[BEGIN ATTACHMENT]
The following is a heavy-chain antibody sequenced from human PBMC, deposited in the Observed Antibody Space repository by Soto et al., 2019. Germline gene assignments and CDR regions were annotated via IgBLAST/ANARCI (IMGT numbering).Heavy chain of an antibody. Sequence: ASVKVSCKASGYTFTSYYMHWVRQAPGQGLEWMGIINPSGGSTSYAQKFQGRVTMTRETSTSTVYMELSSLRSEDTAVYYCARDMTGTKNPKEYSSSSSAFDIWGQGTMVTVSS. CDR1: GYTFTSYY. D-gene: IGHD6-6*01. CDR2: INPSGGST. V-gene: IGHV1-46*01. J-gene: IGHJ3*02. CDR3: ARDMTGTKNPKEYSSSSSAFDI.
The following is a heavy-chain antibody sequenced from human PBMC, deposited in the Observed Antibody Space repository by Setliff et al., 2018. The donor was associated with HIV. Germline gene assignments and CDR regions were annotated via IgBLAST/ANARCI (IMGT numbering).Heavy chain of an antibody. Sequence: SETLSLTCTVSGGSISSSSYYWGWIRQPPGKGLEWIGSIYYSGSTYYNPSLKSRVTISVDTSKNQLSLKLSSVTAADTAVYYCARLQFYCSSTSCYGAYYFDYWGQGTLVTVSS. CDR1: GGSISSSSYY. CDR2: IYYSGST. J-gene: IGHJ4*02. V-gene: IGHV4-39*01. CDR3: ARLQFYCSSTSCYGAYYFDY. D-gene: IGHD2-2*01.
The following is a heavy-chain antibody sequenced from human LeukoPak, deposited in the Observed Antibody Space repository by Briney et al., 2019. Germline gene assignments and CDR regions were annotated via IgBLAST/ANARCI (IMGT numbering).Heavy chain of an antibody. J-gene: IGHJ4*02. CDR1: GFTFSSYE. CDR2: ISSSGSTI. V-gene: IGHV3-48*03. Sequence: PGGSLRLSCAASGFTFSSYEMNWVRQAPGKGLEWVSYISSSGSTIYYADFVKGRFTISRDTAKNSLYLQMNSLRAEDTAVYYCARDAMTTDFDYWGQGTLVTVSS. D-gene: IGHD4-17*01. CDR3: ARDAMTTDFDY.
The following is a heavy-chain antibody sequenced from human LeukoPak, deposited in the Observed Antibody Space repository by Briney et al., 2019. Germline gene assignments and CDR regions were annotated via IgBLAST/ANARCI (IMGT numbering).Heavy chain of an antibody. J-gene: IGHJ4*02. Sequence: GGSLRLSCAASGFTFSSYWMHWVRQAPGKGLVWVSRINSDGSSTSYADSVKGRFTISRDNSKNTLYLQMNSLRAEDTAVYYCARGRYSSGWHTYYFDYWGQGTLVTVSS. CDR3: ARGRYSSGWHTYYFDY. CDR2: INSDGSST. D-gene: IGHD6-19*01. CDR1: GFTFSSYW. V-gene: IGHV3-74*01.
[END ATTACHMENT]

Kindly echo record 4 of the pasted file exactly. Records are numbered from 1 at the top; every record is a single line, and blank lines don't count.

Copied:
The following is a heavy-chain antibody sequenced from human LeukoPak, deposited in the Observed Antibody Space repository by Briney et al., 2019. Germline gene assignments and CDR regions were annotated via IgBLAST/ANARCI (IMGT numbering).Heavy chain of an antibody. J-gene: IGHJ4*02. Sequence: GGSLRLSCAASGFTFSSYWMHWVRQAPGKGLVWVSRINSDGSSTSYADSVKGRFTISRDNSKNTLYLQMNSLRAEDTAVYYCARGRYSSGWHTYYFDYWGQGTLVTVSS. CDR3: ARGRYSSGWHTYYFDY. CDR2: INSDGSST. D-gene: IGHD6-19*01. CDR1: GFTFSSYW. V-gene: IGHV3-74*01.